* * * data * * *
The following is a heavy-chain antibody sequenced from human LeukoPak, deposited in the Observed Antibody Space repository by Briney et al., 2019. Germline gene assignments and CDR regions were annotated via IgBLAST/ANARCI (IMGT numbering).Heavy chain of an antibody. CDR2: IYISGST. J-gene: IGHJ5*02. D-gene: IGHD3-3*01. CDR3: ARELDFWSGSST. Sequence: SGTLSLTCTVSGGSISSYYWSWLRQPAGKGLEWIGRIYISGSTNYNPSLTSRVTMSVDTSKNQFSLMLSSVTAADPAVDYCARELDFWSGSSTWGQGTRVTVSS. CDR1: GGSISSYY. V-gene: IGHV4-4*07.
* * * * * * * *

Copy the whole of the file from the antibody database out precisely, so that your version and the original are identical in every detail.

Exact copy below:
The following is a heavy-chain antibody sequenced from human LeukoPak, deposited in the Observed Antibody Space repository by Briney et al., 2019. Germline gene assignments and CDR regions were annotated via IgBLAST/ANARCI (IMGT numbering).Heavy chain of an antibody. CDR2: IYISGST. J-gene: IGHJ5*02. D-gene: IGHD3-3*01. CDR3: ARELDFWSGSST. Sequence: SGTLSLTCTVSGGSISSYYWSWLRQPAGKGLEWIGRIYISGSTNYNPSLTSRVTMSVDTSKNQFSLMLSSVTAADPAVDYCARELDFWSGSSTWGQGTRVTVSS. CDR1: GGSISSYY. V-gene: IGHV4-4*07.